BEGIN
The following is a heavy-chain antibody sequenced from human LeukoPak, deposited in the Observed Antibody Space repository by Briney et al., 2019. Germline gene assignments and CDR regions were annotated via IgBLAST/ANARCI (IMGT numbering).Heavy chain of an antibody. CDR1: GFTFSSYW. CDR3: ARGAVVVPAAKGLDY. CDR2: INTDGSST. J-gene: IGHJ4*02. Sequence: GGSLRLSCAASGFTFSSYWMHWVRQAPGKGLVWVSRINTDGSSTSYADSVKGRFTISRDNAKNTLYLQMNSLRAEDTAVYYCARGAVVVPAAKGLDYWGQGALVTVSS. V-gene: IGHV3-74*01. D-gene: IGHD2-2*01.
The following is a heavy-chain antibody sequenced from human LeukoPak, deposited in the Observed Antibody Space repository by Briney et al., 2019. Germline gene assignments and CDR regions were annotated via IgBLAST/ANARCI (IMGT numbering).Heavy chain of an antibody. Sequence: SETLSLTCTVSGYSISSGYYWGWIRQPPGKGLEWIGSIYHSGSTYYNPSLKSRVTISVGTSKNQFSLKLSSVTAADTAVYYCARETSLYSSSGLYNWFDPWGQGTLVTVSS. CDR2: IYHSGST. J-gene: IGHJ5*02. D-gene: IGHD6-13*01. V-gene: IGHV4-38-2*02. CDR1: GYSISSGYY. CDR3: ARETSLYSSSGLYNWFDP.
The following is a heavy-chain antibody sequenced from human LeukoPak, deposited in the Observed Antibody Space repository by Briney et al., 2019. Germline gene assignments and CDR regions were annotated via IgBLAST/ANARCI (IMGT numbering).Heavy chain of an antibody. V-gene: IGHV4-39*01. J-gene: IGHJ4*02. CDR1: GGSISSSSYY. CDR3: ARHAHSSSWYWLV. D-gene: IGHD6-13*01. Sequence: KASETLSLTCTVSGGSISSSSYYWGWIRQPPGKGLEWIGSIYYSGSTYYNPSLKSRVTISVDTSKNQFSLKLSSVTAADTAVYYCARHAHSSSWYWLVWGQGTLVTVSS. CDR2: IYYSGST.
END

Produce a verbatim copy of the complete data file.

The following is a heavy-chain antibody sequenced from human LeukoPak, deposited in the Observed Antibody Space repository by Briney et al., 2019. Germline gene assignments and CDR regions were annotated via IgBLAST/ANARCI (IMGT numbering).Heavy chain of an antibody. CDR1: GFTFSSYW. CDR3: ARGAVVVPAAKGLDY. CDR2: INTDGSST. J-gene: IGHJ4*02. Sequence: GGSLRLSCAASGFTFSSYWMHWVRQAPGKGLVWVSRINTDGSSTSYADSVKGRFTISRDNAKNTLYLQMNSLRAEDTAVYYCARGAVVVPAAKGLDYWGQGALVTVSS. V-gene: IGHV3-74*01. D-gene: IGHD2-2*01.
The following is a heavy-chain antibody sequenced from human LeukoPak, deposited in the Observed Antibody Space repository by Briney et al., 2019. Germline gene assignments and CDR regions were annotated via IgBLAST/ANARCI (IMGT numbering).Heavy chain of an antibody. Sequence: SETLSLTCTVSGYSISSGYYWGWIRQPPGKGLEWIGSIYHSGSTYYNPSLKSRVTISVGTSKNQFSLKLSSVTAADTAVYYCARETSLYSSSGLYNWFDPWGQGTLVTVSS. CDR2: IYHSGST. J-gene: IGHJ5*02. D-gene: IGHD6-13*01. V-gene: IGHV4-38-2*02. CDR1: GYSISSGYY. CDR3: ARETSLYSSSGLYNWFDP.
The following is a heavy-chain antibody sequenced from human LeukoPak, deposited in the Observed Antibody Space repository by Briney et al., 2019. Germline gene assignments and CDR regions were annotated via IgBLAST/ANARCI (IMGT numbering).Heavy chain of an antibody. V-gene: IGHV4-39*01. J-gene: IGHJ4*02. CDR1: GGSISSSSYY. CDR3: ARHAHSSSWYWLV. D-gene: IGHD6-13*01. Sequence: KASETLSLTCTVSGGSISSSSYYWGWIRQPPGKGLEWIGSIYYSGSTYYNPSLKSRVTISVDTSKNQFSLKLSSVTAADTAVYYCARHAHSSSWYWLVWGQGTLVTVSS. CDR2: IYYSGST.